We chat with Maxwell & Williams’ Creative Director, Claire Chilcott, about what makes William Kilburn’s vintage floral patterns so popular today…
The floral patterns are elegant but not overly feminine. The colours are beautiful. The quality of the bone china is second to none.
I quelled my urge to buy every Kilburn product on the market and settled with a single mug, which was enough – for a time. Then I couldn’t help myself and bought a tea set. Now I’m eyeing off the plates and coasters. And wondering if this obsession will ever end…
So I decided to go to the woman who started it all: Maxwell & Williams’ Creative Director, Claire Chilcott, and see how Kilburn’s vintage designs came to be all over my kitchen cupboard and why we’re all so obsessed with them today.
Who Was William Kilburn?
If you’re up for a history lesson in 18th century textile design, then make yourself a tea and settle in.
The History Lesson
William Kilburn isn’t as widely known as you might think, especially compared with other designers of the century (like Josiah Wedgwood or William Morris). Kilburn’s Wikipedia page is remarkably empty.
Kilburn was born in Ireland in 1745. He flitted among artists in the textile industry and worked on illustrating a book called Flora Londinensis with botanist William Curtis.
L to R: Kilburn’s royal dress and an illustration from Flora Londinensis. Image Credit: RISD Museum and RHS Prints.
Kilburn became a partner at a textile factory and gained such esteem that he even presented a dress with his iconic seaweed pattern to Queen Charlotte.
Much to his dismay, Kilburn’s designs started being pirated, so he fought back. Kilburn went to the courts to have copyright laws enforced, giving him exclusive rights ‘for a limited time’. Unfortunately that meant just two months.
William Kilburn’s designs continued to be imitated and he eventually went bankrupt. He died in 1818.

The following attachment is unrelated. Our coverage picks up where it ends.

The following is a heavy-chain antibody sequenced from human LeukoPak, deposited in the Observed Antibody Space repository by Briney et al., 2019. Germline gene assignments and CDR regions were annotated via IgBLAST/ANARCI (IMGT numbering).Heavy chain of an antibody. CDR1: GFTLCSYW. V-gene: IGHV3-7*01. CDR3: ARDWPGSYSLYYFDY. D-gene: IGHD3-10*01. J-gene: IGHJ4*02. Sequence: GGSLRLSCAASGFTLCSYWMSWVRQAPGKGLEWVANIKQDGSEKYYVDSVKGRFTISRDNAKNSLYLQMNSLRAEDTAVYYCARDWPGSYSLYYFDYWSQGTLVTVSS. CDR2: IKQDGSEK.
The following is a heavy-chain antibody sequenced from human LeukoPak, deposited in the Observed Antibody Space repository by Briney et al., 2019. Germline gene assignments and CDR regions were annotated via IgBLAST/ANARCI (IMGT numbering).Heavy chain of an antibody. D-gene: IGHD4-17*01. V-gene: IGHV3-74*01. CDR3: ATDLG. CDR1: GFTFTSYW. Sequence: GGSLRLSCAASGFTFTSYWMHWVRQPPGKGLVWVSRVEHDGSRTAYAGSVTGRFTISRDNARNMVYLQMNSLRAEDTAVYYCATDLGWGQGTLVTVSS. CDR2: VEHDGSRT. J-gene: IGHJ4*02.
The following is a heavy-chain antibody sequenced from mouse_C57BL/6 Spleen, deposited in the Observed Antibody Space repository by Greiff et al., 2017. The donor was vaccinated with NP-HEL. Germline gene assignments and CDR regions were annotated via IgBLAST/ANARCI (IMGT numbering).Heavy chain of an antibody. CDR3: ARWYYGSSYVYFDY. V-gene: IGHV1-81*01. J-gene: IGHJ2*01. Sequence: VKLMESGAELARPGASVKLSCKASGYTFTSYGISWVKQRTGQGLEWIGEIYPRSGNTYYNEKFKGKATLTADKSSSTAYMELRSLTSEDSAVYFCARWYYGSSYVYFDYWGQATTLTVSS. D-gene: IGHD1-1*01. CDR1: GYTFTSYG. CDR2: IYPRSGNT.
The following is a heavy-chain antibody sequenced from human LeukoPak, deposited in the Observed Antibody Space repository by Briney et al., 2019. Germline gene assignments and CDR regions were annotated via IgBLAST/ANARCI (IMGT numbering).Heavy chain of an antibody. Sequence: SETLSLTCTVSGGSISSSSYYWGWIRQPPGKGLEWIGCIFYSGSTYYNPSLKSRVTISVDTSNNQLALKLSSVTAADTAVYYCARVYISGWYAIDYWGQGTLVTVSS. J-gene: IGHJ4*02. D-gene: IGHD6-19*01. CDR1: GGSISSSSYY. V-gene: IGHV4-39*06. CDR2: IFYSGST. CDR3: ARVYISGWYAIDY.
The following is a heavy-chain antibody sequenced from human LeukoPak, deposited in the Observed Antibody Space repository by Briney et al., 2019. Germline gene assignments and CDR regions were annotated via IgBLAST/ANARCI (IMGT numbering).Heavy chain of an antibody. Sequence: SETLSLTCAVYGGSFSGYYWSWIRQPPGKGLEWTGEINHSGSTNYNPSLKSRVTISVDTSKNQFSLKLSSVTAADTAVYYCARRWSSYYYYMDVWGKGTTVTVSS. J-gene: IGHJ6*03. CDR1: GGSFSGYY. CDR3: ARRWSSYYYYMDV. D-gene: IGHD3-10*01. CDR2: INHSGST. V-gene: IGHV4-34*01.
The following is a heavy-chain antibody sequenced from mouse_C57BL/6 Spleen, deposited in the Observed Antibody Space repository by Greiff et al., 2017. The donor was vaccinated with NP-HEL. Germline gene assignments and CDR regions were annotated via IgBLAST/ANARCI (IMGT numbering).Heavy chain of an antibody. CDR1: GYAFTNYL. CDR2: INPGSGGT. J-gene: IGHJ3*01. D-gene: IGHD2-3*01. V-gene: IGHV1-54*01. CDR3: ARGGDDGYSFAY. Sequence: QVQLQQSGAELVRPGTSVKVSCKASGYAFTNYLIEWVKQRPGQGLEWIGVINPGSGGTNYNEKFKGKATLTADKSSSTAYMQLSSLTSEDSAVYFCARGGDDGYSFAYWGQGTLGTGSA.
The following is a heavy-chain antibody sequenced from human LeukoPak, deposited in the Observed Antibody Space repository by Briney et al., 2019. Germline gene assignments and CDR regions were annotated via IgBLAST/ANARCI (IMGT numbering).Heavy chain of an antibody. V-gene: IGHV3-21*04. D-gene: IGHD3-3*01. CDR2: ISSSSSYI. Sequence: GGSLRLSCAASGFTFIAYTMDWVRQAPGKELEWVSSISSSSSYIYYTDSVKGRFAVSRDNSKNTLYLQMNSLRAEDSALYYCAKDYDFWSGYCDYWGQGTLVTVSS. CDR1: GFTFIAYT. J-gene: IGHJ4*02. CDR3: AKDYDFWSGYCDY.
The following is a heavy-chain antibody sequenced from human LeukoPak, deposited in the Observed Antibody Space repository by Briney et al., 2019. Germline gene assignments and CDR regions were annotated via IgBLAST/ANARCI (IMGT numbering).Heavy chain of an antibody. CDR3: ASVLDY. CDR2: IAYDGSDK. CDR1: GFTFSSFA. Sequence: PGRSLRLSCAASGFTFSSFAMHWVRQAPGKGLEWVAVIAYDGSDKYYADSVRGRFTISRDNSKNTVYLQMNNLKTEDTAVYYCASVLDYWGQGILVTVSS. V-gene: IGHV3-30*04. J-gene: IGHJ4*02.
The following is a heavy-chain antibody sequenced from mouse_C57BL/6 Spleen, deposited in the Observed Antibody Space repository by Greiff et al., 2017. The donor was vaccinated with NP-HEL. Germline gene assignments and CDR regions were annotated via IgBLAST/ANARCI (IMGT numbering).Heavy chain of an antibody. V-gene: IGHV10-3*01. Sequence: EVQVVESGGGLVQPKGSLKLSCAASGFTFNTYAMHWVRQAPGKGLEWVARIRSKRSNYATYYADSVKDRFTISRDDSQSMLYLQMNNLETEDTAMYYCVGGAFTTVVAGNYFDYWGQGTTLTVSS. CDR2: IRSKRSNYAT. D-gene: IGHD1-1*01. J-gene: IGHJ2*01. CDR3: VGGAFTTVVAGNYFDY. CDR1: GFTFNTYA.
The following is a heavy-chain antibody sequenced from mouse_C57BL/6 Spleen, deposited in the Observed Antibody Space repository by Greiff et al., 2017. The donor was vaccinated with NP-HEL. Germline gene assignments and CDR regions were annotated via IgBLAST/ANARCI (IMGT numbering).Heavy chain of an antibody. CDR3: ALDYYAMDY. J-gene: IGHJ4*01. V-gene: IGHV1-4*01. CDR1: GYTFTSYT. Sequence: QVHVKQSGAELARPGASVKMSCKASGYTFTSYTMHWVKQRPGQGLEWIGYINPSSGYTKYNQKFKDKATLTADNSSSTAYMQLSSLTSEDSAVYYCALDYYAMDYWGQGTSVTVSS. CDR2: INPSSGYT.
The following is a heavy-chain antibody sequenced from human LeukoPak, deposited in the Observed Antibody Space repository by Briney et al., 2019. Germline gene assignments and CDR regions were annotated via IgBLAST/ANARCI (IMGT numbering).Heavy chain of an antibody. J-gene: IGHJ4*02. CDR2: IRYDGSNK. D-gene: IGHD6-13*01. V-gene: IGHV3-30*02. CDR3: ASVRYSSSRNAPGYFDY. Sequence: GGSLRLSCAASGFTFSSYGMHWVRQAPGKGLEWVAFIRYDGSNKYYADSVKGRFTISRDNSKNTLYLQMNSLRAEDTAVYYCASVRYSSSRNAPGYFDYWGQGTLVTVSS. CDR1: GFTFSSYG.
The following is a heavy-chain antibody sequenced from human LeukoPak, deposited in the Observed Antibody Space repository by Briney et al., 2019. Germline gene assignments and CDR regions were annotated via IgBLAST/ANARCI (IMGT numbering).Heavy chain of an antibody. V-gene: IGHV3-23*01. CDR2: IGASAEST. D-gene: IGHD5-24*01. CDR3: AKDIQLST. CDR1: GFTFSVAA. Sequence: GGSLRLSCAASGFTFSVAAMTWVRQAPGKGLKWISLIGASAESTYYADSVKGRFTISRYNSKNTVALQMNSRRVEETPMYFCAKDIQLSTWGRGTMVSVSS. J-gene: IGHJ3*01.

No, He’s Not William Morris
However, their designs and influences (even the times they were actively designing) were very different. As Claire Chilcott explains:
“William Kilburn and William Morris lived almost 100 years apart and this had an enormous effect on the style of their work.”
“William Kilburn (1745-1818) was working prior to the Industrial Revolution in the UK and William Morris (1834-1896), after,” says Claire.
“William Kilburn’s work was a lot freer in its composition and lifelike in its approach. This could be partly due to his time painting botanical specimens for catalogues recording the flora of the London area.”
“William Morris was a member of The Arts and Crafts movement which was formed as a kind of backlash against industrialisation. His work was far more stylised and used a lot of close repeat pattern. Some people place it in the modern fantasy genre.”
Featured: William Kilburn Breakfast Bowl, Summer Blossom, 16cm from Maxwell & Williams. Shop tableware online at Zanui.
How Did His Textile Designs End Up On Bone China?
It’s a big leap – from 18th century calico to 21st century china. Claire tells us how it came to be:
“We had great success many years ago with our Chintz Collection and were looking for something of that idiom to fill the gap in our Cashmere Range.”